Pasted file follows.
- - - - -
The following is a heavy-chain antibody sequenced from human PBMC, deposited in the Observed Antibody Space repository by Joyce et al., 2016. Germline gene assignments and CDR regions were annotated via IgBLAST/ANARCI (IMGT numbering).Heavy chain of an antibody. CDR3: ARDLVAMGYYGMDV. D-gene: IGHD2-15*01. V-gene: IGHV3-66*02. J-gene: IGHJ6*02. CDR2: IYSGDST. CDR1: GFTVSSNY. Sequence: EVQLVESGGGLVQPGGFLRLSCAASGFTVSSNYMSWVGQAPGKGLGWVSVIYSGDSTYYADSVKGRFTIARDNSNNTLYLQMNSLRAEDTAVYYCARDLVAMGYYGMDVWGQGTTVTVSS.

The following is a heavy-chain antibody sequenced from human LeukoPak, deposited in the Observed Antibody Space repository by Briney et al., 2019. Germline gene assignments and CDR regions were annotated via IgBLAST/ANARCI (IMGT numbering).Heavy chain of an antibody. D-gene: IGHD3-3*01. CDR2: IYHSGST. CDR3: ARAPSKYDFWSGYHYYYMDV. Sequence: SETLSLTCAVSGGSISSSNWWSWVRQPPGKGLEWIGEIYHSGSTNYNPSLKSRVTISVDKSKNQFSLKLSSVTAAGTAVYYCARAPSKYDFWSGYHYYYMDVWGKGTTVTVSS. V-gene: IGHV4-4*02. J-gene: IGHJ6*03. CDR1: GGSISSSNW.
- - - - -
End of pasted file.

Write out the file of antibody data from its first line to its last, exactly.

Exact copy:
The following is a heavy-chain antibody sequenced from human PBMC, deposited in the Observed Antibody Space repository by Joyce et al., 2016. Germline gene assignments and CDR regions were annotated via IgBLAST/ANARCI (IMGT numbering).Heavy chain of an antibody. CDR3: ARDLVAMGYYGMDV. D-gene: IGHD2-15*01. V-gene: IGHV3-66*02. J-gene: IGHJ6*02. CDR2: IYSGDST. CDR1: GFTVSSNY. Sequence: EVQLVESGGGLVQPGGFLRLSCAASGFTVSSNYMSWVGQAPGKGLGWVSVIYSGDSTYYADSVKGRFTIARDNSNNTLYLQMNSLRAEDTAVYYCARDLVAMGYYGMDVWGQGTTVTVSS.

The following is a heavy-chain antibody sequenced from human LeukoPak, deposited in the Observed Antibody Space repository by Briney et al., 2019. Germline gene assignments and CDR regions were annotated via IgBLAST/ANARCI (IMGT numbering).Heavy chain of an antibody. D-gene: IGHD3-3*01. CDR2: IYHSGST. CDR3: ARAPSKYDFWSGYHYYYMDV. Sequence: SETLSLTCAVSGGSISSSNWWSWVRQPPGKGLEWIGEIYHSGSTNYNPSLKSRVTISVDKSKNQFSLKLSSVTAAGTAVYYCARAPSKYDFWSGYHYYYMDVWGKGTTVTVSS. V-gene: IGHV4-4*02. J-gene: IGHJ6*03. CDR1: GGSISSSNW.